The family of a man who was the victim of an alleged medical malpractice incident at the University of Toledo hospital facilities is considering filing a civil claim against the organization. The incident, which has been highly publicized, involved a botched kidney transplant operation that likely included physician negligence. The transplant program at the university has since been suspended.
Information from the investigation revealed that physicians’ human error led to the man’s kidney being ruined during a transplant procedure. The kidney was intended for transplant in his sister, according to reports, though it became unusable after the initial operation.
Attorneys say that although the amount of damages that could be awarded to the family would be limited, they should still consider filing a civil case. Damages would be limited because the University of Toledo is a state institution, and caps exist to protect such organizations.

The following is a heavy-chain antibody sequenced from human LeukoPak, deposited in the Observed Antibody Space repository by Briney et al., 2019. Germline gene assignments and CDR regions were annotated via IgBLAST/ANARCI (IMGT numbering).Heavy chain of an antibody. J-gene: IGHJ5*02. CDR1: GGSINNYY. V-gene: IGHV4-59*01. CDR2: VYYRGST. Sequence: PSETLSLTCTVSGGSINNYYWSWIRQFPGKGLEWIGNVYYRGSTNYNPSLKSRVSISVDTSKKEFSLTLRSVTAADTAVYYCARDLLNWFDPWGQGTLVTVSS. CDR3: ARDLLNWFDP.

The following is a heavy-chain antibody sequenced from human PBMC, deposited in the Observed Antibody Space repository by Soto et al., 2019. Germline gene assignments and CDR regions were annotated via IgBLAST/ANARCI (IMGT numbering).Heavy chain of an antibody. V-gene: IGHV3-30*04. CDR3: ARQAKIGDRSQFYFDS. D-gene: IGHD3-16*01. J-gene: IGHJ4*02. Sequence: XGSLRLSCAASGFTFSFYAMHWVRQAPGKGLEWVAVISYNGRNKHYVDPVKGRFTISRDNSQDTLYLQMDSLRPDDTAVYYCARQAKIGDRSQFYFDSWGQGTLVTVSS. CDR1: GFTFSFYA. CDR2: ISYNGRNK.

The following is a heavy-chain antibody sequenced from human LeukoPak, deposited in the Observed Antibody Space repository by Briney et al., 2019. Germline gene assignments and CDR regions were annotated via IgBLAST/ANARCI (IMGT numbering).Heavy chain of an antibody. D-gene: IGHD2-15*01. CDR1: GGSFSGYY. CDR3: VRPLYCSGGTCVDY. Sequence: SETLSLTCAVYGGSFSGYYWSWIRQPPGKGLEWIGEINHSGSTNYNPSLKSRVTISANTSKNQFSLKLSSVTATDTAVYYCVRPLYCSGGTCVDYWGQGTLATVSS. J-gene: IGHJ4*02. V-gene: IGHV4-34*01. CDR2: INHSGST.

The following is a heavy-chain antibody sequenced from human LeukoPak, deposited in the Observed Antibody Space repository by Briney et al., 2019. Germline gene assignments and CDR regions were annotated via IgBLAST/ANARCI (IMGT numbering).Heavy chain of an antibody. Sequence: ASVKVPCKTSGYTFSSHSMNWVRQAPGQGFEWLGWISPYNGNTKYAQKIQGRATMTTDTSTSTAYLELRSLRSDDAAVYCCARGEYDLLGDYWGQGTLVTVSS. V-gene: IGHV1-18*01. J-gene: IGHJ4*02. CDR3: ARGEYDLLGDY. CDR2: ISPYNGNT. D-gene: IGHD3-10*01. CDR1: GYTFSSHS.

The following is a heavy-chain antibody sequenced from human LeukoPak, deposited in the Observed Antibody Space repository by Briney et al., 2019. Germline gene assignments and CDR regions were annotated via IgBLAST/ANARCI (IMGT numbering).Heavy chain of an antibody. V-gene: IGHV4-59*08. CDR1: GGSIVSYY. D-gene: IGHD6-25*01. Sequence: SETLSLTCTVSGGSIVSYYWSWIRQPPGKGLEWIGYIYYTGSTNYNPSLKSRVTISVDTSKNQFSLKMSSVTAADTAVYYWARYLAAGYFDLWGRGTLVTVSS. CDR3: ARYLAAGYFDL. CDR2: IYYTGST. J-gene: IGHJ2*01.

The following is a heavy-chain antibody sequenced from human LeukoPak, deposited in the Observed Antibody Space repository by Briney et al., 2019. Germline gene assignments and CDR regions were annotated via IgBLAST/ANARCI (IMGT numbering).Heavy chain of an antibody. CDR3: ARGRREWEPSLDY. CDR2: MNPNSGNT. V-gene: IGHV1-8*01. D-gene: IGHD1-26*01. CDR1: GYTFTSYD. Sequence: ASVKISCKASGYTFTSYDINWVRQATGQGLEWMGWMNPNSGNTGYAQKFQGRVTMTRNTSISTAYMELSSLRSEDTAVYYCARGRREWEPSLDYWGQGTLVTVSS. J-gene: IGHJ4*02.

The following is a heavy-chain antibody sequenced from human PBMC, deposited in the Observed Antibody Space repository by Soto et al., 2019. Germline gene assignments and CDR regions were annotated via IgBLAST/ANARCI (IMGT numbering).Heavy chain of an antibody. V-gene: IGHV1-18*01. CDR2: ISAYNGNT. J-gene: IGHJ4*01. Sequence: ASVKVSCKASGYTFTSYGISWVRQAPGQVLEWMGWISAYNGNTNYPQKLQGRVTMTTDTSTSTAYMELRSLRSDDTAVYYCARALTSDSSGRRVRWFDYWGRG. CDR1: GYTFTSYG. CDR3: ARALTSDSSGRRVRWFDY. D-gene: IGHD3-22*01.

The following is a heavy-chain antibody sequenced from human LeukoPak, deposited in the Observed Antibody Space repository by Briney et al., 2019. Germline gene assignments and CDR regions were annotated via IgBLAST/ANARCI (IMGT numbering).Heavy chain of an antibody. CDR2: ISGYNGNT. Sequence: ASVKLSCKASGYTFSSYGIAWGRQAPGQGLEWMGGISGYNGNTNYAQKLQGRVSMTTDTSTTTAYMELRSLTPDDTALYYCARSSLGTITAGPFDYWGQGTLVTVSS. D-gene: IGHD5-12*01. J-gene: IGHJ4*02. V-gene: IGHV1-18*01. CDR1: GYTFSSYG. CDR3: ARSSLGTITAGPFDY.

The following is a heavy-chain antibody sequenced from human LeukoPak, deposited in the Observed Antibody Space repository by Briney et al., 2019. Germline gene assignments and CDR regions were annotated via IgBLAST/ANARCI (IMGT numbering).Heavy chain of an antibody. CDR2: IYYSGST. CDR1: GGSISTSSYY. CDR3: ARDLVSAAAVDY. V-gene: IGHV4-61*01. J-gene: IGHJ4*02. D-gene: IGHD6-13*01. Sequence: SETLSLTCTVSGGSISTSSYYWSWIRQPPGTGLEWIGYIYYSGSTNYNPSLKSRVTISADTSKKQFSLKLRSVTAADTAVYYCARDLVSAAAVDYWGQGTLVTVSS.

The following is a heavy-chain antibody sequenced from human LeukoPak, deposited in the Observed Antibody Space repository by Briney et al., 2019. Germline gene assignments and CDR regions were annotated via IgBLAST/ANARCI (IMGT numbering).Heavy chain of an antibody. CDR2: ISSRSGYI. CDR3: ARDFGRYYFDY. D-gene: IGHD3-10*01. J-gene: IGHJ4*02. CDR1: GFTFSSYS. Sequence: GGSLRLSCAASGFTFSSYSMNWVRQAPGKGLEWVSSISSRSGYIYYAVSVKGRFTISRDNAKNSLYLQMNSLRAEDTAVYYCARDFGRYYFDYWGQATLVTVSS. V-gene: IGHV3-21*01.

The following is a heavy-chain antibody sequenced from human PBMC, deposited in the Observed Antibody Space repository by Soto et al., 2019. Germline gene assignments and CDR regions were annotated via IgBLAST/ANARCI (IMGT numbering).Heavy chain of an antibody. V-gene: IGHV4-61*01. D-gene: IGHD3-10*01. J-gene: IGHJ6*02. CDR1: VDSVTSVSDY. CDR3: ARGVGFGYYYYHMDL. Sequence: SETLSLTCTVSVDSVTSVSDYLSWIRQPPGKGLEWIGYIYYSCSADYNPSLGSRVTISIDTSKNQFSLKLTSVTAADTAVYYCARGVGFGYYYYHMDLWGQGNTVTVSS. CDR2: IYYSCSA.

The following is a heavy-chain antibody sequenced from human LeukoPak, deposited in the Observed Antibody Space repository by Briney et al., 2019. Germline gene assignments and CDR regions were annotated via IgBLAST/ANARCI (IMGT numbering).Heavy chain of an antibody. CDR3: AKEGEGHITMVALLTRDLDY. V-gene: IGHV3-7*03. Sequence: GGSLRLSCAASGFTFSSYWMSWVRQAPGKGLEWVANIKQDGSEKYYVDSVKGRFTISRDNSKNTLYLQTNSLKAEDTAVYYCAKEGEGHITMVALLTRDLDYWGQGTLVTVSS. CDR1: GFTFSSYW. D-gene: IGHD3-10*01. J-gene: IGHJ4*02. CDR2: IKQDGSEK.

If the case proceeds, legal experts say that it would be heard by the Court of Claims of Ohio, a judicial forum for people who intend to bring claims against the state itself. The medical center involved in the botched transplant would both be named in the claim, according to attorneys, but the staff would be protected by civil immunity.
Some experts say filing the case in state court could also have advantages, particularly if the judges decide that the staff members are not immune from legal action.
In medical malpractice cases involving the state, compensatory damages are capped at $250,000, unless the injuries sustained are categorized as catastrophic. Catastrophic injuries generally involve the loss of a limb, the death of an organ, or the loss of the ability to live independently due to the physicians’ actions.
Experts say that very few medical malpractice claims are actually resolved, when compared to the number of malpractice incidents that occur. That is because patients are often unaware that they have been victims of malpractice.
Source: The Toledo Blade, “Family in kidney case could sue UT,” Erika Blake, Aug. 24, 2012